WASHINGTON, D.C. – U.S. Senators Shelley Moore Capito (R-W.Va.) and Angus King (I-Maine) introduced the Cradle Act, bipartisan legislation to improve care for babies born with neonatal abstinence syndrome (NAS) from exposure to opioids during pregnancy.
Babies born with NAS increased five-fold from 2000-2012 according to the National Institute on Drug Abuse. Newborns born with NAS require specialized care that can result in longer hospital stays and increased costs, up to more than five times the cost of treating other newborns.
“The increasing number of babies with neonatal abstinence syndrome are the smallest and most vulnerable victims of the drug epidemic. Helping those born addicted through no fault of their own is a critical part of my efforts to help families across America. By improving access to specialized care and creating a supportive environment for treatment, the Cradle Act can make a difference in the lives of babies and mothers battling addiction,” said Senator Capito.
“When a baby is born with neonatal abstinence syndrome, the focus should be on ensuring that the child receives the highest-quality, most effective care available,” Senator King said. “But too often, federal regulations stand in the way of cutting edge treatment. By allowing CMS to cover a wider variety of care, our legislation will help ensure that babies experiencing withdrawals will have access to a greater range of treatment options that will more effectively put them on track to a happier, healthier life.”
To improve care and access to care for babies born addicted to opioids, the Cradle Act directs the Centers for Medicare and Medicaid to establish new guidelines for residential pediatric recovery centers that treat babies with neonatal abstinence syndrome. Similar guidelines exist for hospitals, nursing homes, and rehabilitation facilities.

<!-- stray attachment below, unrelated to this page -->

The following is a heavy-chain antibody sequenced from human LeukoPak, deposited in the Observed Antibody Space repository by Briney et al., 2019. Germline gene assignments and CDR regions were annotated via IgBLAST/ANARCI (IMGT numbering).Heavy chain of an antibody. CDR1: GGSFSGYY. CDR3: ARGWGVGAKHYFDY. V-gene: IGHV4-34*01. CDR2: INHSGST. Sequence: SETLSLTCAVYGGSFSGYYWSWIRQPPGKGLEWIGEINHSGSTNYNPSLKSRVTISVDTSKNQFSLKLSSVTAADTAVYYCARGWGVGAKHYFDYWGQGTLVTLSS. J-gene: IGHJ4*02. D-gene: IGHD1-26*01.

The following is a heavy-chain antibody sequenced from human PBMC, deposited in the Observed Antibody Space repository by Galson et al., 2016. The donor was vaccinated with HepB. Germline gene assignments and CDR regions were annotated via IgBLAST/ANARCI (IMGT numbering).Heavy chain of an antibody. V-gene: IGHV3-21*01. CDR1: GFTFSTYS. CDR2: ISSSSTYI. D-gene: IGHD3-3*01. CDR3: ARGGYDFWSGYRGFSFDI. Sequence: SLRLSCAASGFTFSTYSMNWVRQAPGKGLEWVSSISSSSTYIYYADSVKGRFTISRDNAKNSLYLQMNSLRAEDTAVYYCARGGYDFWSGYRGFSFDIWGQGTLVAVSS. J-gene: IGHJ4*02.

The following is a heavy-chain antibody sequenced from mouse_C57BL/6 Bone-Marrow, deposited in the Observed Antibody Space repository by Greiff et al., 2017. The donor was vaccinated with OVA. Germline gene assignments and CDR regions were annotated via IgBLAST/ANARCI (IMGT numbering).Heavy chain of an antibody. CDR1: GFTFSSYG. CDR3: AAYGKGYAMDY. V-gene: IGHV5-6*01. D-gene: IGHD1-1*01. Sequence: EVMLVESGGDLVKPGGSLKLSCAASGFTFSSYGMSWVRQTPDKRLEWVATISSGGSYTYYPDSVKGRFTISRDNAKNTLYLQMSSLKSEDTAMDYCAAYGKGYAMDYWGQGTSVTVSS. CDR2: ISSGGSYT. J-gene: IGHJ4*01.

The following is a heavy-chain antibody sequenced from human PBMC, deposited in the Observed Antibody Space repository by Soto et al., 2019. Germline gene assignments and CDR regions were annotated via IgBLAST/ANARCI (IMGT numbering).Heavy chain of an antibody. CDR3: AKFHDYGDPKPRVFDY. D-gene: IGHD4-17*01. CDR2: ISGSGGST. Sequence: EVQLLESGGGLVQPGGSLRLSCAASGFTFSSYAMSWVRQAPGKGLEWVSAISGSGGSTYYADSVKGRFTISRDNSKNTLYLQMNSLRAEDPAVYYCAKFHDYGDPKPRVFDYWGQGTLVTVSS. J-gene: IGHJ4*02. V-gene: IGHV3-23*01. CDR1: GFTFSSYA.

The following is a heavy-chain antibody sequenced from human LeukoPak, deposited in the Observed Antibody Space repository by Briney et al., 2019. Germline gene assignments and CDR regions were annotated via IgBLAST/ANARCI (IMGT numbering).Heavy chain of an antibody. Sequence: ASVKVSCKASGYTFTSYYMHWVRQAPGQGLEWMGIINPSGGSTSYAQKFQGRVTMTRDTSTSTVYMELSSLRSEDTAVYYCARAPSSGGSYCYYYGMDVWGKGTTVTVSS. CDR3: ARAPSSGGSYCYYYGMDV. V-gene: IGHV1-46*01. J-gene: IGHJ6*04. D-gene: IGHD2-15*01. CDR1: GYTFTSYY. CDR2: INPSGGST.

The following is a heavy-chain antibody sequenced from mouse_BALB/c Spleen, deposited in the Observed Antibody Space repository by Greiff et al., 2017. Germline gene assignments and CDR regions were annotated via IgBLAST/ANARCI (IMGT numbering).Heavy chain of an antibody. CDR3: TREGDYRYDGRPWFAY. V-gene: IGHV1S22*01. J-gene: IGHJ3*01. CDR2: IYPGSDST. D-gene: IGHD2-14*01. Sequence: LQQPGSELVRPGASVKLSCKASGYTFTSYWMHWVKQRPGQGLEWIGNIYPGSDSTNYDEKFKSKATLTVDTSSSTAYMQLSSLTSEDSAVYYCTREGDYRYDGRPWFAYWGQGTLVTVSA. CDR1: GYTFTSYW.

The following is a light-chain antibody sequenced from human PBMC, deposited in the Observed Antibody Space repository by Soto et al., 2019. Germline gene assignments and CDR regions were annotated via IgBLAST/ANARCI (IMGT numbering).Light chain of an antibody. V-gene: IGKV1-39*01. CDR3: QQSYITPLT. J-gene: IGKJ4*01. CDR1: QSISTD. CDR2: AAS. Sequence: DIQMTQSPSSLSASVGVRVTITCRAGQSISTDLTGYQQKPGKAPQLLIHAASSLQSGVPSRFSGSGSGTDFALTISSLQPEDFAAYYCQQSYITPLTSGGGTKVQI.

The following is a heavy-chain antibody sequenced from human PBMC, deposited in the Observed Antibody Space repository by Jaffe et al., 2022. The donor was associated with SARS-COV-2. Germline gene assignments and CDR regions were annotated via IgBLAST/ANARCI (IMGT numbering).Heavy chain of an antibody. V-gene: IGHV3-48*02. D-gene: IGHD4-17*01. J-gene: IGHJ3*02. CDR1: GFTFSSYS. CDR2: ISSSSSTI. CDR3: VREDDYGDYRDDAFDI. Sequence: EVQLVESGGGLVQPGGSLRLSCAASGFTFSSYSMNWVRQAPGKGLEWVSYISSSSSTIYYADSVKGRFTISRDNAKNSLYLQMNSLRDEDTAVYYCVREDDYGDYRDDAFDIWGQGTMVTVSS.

The Cradle Act also recognizes the importance of counseling, specialized training, and other activities that encourage bonding between infants and new mothers.
U.S. Representative Evan Jenkins (R-W.Va.) introduced a companion bill, H.R. 3865, in October 2015.
“Going through withdrawal from heroin and other opioids is a horrific way to start one’s life, but that’s the reality for many newborns in West Virginia and across the country. Lily’s Place in Huntington is making a difference in the lives of babies with neonatal abstinence syndrome and their families, and we should encourage more centers to open nationwide to treat these newborns. I want to thank Senators Capito and King for their leadership in the Senate on this issue – by working together and across the aisle, we can fight the drug crisis and ensure healthy lives for children across the country,” Rep. Jenkins said.